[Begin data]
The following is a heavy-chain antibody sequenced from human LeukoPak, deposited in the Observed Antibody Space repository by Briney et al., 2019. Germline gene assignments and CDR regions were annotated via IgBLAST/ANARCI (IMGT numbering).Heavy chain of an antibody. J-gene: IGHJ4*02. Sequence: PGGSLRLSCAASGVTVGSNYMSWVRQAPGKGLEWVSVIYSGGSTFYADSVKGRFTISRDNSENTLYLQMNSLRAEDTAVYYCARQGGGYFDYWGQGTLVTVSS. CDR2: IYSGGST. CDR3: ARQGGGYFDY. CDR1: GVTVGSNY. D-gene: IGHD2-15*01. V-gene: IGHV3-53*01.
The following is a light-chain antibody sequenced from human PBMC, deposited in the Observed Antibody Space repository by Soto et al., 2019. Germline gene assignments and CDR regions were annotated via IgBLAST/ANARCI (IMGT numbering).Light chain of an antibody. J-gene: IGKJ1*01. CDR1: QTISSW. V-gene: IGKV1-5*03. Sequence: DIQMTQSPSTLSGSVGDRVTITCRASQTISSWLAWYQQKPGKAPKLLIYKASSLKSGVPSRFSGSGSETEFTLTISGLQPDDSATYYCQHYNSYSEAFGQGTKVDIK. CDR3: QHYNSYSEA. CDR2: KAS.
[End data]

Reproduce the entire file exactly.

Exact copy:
The following is a heavy-chain antibody sequenced from human LeukoPak, deposited in the Observed Antibody Space repository by Briney et al., 2019. Germline gene assignments and CDR regions were annotated via IgBLAST/ANARCI (IMGT numbering).Heavy chain of an antibody. J-gene: IGHJ4*02. Sequence: PGGSLRLSCAASGVTVGSNYMSWVRQAPGKGLEWVSVIYSGGSTFYADSVKGRFTISRDNSENTLYLQMNSLRAEDTAVYYCARQGGGYFDYWGQGTLVTVSS. CDR2: IYSGGST. CDR3: ARQGGGYFDY. CDR1: GVTVGSNY. D-gene: IGHD2-15*01. V-gene: IGHV3-53*01.
The following is a light-chain antibody sequenced from human PBMC, deposited in the Observed Antibody Space repository by Soto et al., 2019. Germline gene assignments and CDR regions were annotated via IgBLAST/ANARCI (IMGT numbering).Light chain of an antibody. J-gene: IGKJ1*01. CDR1: QTISSW. V-gene: IGKV1-5*03. Sequence: DIQMTQSPSTLSGSVGDRVTITCRASQTISSWLAWYQQKPGKAPKLLIYKASSLKSGVPSRFSGSGSETEFTLTISGLQPDDSATYYCQHYNSYSEAFGQGTKVDIK. CDR3: QHYNSYSEA. CDR2: KAS.